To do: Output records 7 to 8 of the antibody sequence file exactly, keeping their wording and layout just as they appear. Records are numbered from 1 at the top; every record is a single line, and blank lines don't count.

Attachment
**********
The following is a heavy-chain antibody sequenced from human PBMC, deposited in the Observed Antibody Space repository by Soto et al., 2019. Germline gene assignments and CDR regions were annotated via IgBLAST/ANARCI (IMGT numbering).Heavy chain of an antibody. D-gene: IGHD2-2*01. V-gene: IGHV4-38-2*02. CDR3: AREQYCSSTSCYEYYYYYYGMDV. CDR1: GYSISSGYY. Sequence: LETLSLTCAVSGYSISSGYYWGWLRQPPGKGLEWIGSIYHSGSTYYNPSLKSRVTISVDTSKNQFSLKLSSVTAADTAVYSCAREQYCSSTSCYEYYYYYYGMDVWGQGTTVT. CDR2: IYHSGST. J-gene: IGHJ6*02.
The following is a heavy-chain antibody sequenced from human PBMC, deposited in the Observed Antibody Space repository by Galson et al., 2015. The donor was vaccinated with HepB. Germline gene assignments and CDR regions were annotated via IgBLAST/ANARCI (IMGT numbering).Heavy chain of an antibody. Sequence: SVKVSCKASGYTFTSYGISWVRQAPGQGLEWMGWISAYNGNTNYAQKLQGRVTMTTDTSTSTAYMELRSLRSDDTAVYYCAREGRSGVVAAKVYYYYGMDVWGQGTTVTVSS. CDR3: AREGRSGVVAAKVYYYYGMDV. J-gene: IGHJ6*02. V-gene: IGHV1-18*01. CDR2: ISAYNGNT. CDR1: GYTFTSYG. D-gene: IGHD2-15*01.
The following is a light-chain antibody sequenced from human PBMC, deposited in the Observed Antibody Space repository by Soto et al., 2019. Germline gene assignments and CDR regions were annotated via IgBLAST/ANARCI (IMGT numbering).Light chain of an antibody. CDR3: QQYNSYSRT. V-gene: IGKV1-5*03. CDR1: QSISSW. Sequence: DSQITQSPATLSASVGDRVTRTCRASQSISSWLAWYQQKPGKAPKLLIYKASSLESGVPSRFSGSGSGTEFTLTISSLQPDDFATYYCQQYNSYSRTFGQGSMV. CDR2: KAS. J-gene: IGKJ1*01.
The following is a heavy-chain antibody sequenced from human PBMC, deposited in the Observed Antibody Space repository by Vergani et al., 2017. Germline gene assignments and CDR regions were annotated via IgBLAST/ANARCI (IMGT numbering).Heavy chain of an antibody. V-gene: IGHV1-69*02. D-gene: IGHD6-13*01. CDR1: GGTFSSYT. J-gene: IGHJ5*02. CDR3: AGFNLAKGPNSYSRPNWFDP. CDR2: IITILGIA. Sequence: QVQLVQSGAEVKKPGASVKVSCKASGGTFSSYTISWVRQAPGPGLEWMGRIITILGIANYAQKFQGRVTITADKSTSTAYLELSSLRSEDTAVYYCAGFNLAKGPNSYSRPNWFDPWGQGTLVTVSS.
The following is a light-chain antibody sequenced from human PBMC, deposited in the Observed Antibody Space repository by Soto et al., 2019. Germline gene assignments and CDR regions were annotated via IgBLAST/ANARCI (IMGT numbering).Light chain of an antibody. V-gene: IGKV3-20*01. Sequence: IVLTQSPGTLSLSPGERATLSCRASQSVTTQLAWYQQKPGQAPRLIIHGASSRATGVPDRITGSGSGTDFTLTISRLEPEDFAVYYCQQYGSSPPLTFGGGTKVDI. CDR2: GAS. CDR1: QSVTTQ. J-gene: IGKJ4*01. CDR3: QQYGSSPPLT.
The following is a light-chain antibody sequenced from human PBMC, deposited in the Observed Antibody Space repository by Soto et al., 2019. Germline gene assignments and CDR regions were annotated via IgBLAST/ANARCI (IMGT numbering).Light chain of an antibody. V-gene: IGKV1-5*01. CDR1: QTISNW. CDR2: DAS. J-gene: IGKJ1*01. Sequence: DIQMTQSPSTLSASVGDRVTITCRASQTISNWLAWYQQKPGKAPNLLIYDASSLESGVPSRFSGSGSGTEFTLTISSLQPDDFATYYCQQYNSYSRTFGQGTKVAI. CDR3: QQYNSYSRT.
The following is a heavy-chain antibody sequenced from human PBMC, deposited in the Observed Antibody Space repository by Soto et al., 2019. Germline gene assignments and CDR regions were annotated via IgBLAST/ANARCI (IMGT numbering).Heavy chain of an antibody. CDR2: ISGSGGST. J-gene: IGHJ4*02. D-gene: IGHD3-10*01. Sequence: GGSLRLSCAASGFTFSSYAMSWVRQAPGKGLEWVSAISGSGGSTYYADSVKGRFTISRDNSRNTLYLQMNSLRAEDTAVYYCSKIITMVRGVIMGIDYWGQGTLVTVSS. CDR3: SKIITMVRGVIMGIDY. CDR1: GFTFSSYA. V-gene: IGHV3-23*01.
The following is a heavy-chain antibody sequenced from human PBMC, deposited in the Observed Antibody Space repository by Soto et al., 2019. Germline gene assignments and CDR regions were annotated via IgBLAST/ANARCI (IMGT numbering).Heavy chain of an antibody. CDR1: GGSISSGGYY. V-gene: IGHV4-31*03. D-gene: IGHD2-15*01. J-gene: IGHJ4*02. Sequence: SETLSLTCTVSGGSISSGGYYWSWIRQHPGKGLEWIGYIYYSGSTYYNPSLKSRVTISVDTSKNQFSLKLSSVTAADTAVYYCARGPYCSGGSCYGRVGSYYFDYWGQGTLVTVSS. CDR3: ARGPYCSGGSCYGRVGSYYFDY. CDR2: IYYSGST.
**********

The following is a heavy-chain antibody sequenced from human PBMC, deposited in the Observed Antibody Space repository by Soto et al., 2019. Germline gene assignments and CDR regions were annotated via IgBLAST/ANARCI (IMGT numbering).Heavy chain of an antibody. CDR2: ISGSGGST. J-gene: IGHJ4*02. D-gene: IGHD3-10*01. Sequence: GGSLRLSCAASGFTFSSYAMSWVRQAPGKGLEWVSAISGSGGSTYYADSVKGRFTISRDNSRNTLYLQMNSLRAEDTAVYYCSKIITMVRGVIMGIDYWGQGTLVTVSS. CDR3: SKIITMVRGVIMGIDY. CDR1: GFTFSSYA. V-gene: IGHV3-23*01.
The following is a heavy-chain antibody sequenced from human PBMC, deposited in the Observed Antibody Space repository by Soto et al., 2019. Germline gene assignments and CDR regions were annotated via IgBLAST/ANARCI (IMGT numbering).Heavy chain of an antibody. CDR1: GGSISSGGYY. V-gene: IGHV4-31*03. D-gene: IGHD2-15*01. J-gene: IGHJ4*02. Sequence: SETLSLTCTVSGGSISSGGYYWSWIRQHPGKGLEWIGYIYYSGSTYYNPSLKSRVTISVDTSKNQFSLKLSSVTAADTAVYYCARGPYCSGGSCYGRVGSYYFDYWGQGTLVTVSS. CDR3: ARGPYCSGGSCYGRVGSYYFDY. CDR2: IYYSGST.